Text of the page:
October water useto date

12.9 billion litres

12.2 billion litres

Dam storage levels



Flow into dams

(since 1 May 2017)

25 billion litres

82.6 billion litres

October rainfallto date


(monthly average)


Note: 1 billion litres = 1 Subiaco Oval filled to the goalposts



Broken or damaged water mains and water loss


A water main break on Kingsley/Forrest Hill Drive in Kingsley and another on South West Highway in Mt Richon have recently attracted media interest.


When these types of incidents are reported to us we must send out a crew within two hours to assess the situation, and their key priority is to stop the flow of water.   We do this for three main reasons…

  1. To reduce the likelihood of any property flooding

  2. To minimise the loss of water

  3. To avoid traffic disruption if there is water on a main highway

When these events occur we’re always asked how much water was lost.  It’s really difficult for us to provide an accurate estimate because of how our scheme works.  But rest assured we take all water loss seriously and our prompt response means we aim to keep it to a minimum.


Water Corporation manages more than 14,000 kilometres of water mains across Perth.  Our performance is ranked each year against other water Australian water utilities of a similar size and reported in the National Performance Report

Breaks per 100kms of water main – 2015-16 (latest comparison available)


Number of breaks per 100kms of water main

VIC – Yarra Valley Water


VIC – City West Water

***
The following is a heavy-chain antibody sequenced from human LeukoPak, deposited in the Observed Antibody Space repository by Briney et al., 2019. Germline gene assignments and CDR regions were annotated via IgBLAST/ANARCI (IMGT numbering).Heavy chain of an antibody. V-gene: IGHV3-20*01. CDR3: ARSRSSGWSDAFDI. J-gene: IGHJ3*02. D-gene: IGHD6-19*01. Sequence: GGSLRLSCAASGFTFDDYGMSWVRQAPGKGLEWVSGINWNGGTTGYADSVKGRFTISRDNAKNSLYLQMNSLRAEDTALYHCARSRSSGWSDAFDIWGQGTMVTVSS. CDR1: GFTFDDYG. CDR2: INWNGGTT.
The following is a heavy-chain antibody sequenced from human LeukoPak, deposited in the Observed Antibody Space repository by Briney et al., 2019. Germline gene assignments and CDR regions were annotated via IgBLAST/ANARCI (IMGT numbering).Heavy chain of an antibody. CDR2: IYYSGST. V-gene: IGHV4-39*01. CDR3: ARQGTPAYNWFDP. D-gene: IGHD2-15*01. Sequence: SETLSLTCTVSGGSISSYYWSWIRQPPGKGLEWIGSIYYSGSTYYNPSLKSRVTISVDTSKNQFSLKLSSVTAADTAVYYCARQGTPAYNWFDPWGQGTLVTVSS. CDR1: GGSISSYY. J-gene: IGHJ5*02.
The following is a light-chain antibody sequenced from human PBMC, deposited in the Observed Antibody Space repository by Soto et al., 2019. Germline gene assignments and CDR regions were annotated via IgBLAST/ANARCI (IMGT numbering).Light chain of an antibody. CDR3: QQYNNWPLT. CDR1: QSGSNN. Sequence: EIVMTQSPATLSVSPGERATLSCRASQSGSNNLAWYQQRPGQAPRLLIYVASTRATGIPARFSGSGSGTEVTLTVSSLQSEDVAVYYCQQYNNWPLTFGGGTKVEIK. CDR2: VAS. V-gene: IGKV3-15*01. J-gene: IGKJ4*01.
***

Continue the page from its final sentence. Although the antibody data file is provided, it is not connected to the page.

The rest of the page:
VIC – Barwon Water


VIC – South East Water


NSW – Hunter Water Corporation


NSW – Sydney Water Corporation


QLD – Queensland Urban Utilities


NSW – Central Coast Council


SA – SA Water


ACT – Icon Water


Water Corporation - Perth


QLD – Gold Coast City Council


QLD – Logan City Council


QLD - Unitywater



In 2015-16, Perth recorded the lowest water main breaks in six years, with 12 leaks and breaks per 100kms of water main. This was a 20 per cent decrease from the previous year.

We continue to minimise leaks and breaks, with $50.1 million spent in 2017-18 to renew water mains across Perth.  Other actions include our pressure management program, use of permanent and mobile acoustic sensors to listen for the early signs of leaks in the CBD, and our new leak detection dog Kep, who will be out n about sniffing for leaks as soon as she has finished her training.

But despite all of these programs leaks and breaks are an unavoidable factor in all large water supply schemes, and are influenced by the type of pipe, the location of the water main, its age, soil conditions, any nearby construction work or tree root intrusion.


Water use


Our average daily water use last week was 711 million litres, which was below the forecast of 741 million litres per day.  Our financial year to date water use is 66.5 billion litres – good news as it’s less than the 66.97 billion litres we forecast. 


Dam levels


Over the last seven days Perth’s dam storage levels increased from 45.2% to 45.4% (0.2 percentage points).  It’s important to remember Perth’s dams also store ground and desalinated water that is transferred from our treatment plants.


Sprinkler roster compliance


The two-day-per week sprinkler roster now applies, and this week our inspectors issued 48 warnings and 67 fines in the metro region.  This is compared to 28 warnings and 43 fines the previous week.   Year to date we have taken a total of 7,695 actions (warnings + fines) compared to 8,570 actions for the same period in 2016.   




The average monthly rainfall for October is 51.8mm but for the last three years we have received less than this amount.  So far this month we have received 33.6mm of rainfall.  Since 1 January 2017, we have received 800.2mm of rainfall compared to the cumulative average of 811.2mm (January to October).

Media Enquiries:

Contact: Clare Lugar

Position: Manager Media & Strategic Communications

Phone: 9420 2555